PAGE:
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Japan in Autumn: Burnished Glory

Gardens glow with autumn colour; calm, gentle and serene. Skies are clear, days are sunny, and nights are crisp causing leaf colour to change in the most dramatic way. Exhilarating displays of chrysanthemums adorn many temple gardens.


Our very first ‘Ross’ garden tour was Japan in autumn 1980. I was enchanted at this introduction and have loved Japan all these years since. I love her ethereal beauty at cherry blossom time and I love her burnished glory in autumn.

There is so much colour in autumn. Maples, deciduous azaleas, birch, and dawn redwoods; all aglow. In the mountains, there are great contrasts. Deep evergreen cedar forests highlight grand swathes of native Japanese maples in full, vibrant glory. This is my favourite season!

Japan hosts the world’s finest exhibitions of chrysanthemums in autumn. You will see them at railway stations, city parks, temples, and castles; magnificent displays made with breathtaking precision. Testament to horticultural skill and dedication, individual chrysanthemum plants can be up to 18 months old, 3m in diameter with 1,000 flowers! Such is their expertise, that any one plant has a stem no thicker than a pencil.

In Nagoya, the exhibition is 500m long and beautifully positioned with Nagoya Castle and the recently reconstructed Hommaru Palace towering in the background. Our travellers are all spell-bound, beyond description!

We stay in traditional style at Nikko Kanaya, now 149 years old. From here, views to the red- lacquered Shinkyo Sacred Bridge are sublime. This bridge dates to 1636 and spans the UNESCO-protected Daiya River, along with the extravagantly decorated Toshogu Shrine and temple complex, resting place of the most revered Tokugawa Ieyasu.

To celebrate our 40th Ross tour to Japan, we planted, along with members of the Kanaya Family, an Australian Wollemi Pine in the beautiful gardens of the hotel.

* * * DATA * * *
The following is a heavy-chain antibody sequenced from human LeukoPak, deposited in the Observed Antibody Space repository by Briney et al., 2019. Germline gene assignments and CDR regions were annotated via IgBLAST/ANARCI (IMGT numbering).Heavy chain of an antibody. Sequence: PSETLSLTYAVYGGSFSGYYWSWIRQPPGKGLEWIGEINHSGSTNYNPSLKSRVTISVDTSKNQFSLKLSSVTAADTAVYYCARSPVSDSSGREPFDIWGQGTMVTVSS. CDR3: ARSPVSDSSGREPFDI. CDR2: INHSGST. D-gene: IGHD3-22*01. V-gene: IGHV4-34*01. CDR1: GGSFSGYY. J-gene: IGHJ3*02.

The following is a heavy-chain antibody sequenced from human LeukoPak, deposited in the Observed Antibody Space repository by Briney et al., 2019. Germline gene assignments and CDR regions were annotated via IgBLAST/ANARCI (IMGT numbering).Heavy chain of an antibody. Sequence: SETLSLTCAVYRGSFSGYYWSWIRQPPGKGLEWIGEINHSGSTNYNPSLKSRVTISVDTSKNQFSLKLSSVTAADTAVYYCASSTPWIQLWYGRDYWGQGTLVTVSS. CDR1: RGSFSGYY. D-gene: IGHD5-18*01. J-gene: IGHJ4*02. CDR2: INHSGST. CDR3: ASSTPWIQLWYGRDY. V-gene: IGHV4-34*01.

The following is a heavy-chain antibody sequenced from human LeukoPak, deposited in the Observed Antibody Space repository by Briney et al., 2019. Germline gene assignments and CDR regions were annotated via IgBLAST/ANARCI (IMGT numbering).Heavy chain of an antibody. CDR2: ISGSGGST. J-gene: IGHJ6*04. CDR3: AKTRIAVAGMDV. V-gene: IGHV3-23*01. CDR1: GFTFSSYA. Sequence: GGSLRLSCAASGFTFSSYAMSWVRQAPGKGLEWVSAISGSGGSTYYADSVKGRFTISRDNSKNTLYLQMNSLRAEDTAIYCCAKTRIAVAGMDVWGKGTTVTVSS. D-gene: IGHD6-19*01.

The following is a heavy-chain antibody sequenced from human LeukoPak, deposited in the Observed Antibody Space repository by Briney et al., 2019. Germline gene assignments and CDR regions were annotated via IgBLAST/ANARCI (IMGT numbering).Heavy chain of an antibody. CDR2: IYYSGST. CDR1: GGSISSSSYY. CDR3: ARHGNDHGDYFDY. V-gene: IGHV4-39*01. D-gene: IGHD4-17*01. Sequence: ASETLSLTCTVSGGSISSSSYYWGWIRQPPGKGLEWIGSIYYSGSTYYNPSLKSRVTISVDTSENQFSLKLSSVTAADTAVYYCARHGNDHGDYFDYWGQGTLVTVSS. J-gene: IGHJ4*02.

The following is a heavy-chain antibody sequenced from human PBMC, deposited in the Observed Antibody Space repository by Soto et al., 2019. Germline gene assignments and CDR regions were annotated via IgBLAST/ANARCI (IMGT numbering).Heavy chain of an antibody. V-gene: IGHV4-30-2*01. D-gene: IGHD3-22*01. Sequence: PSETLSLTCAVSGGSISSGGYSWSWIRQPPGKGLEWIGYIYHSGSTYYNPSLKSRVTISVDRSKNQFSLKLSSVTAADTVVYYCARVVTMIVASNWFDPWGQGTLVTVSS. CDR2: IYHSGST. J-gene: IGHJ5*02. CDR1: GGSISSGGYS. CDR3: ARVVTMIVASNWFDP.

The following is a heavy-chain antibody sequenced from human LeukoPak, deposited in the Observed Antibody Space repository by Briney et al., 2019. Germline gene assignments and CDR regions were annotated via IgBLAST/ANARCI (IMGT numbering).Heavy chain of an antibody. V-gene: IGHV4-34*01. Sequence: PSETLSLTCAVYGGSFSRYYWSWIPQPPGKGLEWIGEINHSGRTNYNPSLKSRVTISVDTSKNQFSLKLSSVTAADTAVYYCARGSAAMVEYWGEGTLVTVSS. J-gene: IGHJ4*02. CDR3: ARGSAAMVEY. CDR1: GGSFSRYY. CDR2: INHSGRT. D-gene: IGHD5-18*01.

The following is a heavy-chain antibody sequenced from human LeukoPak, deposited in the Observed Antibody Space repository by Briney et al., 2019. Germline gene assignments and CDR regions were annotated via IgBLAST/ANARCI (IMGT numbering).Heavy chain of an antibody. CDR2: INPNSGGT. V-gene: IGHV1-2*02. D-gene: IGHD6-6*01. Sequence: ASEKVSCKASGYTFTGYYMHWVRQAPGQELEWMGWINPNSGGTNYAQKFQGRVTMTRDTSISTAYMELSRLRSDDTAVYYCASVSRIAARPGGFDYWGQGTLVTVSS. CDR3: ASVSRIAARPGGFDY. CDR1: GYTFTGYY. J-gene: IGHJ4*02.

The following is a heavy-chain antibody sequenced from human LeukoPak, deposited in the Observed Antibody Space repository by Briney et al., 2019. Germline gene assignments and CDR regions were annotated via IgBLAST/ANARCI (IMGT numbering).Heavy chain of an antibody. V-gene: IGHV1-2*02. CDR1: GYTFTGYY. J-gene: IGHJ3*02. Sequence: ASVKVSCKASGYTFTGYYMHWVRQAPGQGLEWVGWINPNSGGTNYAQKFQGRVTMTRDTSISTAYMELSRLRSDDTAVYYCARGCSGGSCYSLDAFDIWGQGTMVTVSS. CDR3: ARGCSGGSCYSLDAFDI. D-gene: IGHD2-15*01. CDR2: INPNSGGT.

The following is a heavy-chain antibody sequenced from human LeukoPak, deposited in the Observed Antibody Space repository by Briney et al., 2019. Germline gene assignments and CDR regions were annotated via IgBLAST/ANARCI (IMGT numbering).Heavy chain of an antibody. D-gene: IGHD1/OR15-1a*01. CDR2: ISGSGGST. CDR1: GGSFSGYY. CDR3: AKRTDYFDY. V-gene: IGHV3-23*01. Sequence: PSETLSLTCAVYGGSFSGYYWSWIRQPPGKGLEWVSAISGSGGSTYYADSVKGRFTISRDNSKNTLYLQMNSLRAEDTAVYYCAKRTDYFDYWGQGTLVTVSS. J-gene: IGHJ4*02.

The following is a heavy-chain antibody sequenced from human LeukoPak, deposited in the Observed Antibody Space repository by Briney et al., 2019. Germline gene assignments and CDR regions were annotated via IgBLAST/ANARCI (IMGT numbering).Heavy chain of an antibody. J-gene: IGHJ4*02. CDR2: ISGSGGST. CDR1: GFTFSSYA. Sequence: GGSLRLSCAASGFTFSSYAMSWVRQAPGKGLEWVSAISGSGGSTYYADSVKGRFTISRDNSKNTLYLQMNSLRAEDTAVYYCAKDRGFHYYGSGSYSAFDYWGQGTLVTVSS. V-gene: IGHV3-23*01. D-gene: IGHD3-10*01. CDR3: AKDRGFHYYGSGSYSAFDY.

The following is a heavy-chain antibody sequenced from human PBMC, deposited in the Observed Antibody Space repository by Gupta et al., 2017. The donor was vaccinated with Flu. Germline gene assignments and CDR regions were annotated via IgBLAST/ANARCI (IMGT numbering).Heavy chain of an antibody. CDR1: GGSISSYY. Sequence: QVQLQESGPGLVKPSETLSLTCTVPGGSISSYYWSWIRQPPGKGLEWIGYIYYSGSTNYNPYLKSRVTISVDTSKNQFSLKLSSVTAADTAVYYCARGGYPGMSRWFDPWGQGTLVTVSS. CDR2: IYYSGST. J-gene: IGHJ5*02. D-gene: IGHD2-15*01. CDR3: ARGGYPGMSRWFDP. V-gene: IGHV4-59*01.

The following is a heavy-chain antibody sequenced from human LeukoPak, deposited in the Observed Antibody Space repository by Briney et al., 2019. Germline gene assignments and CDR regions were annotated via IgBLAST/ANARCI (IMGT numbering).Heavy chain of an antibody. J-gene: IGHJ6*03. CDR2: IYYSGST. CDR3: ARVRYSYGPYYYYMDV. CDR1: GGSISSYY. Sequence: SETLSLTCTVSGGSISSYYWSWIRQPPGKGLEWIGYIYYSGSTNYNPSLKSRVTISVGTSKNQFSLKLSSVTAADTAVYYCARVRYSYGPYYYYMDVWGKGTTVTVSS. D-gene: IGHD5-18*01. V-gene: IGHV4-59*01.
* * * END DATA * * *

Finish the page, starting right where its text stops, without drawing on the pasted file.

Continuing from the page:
This beautiful mountainous region is overlooked by the sacred Mt. Nantai (2,486m high), a treeless sleeping volcano. The Toshogu Shrine is surrounded by a 400-year-old forest of ancient Japanese Cedars ( Cryptomeria japonica ), planted in 1617. They once lined the whole route of Tokugawa Ieyasu's funeral procession that led from Tokyo to Nikko.

Strolling gardens were popular when Japan was ruled by Tokugawa Ieyasu and then, his descendants. Owned by wealthy samurai, gardens were designed to allow their wives to promenade and admire the landscape. Two such gardens are Rikugien in Tokyo and Kenrokuen in Kanazawa.

Both are specified as ‘Places of Scenic Beauty’ by the Japanese Government. With picturesque lakes and streams, perfectly placed rocks, meandering pathways and mighty stone lanterns, they are embroidered with an exquisite selection of plants. In Kenrokuen, the ‘yukitsuri’ (snow maypoles, pictured above) are erected over the 12,000 mature pine trees to protect them from the weight of winter snow.

Nothing is more traditional in the ‘world of horticulture’ than Japanese bonsai. Mastered over a thousand years and evolving into many {feature} styles and sizes, these bonsai command attention especially when they are displayed in one collection at Omiya Bonsai Art Museum.

We stroll into Mansei-en Bonsai Nursery, now life-long friends. Filled with exquisite, rare and ancient bonsai, there is one juniper that is dated 2,000 years old, collected in the wild in 1990 by the late Saburo Kato. This is the world’s oldest bonsai and I have been watching the training programme for 30 years!

After 50 visits, Japan is still my favourite destination. People are friendly and respectful, cuisine is deliciously tantalising, and landscape is perfectly sublime.


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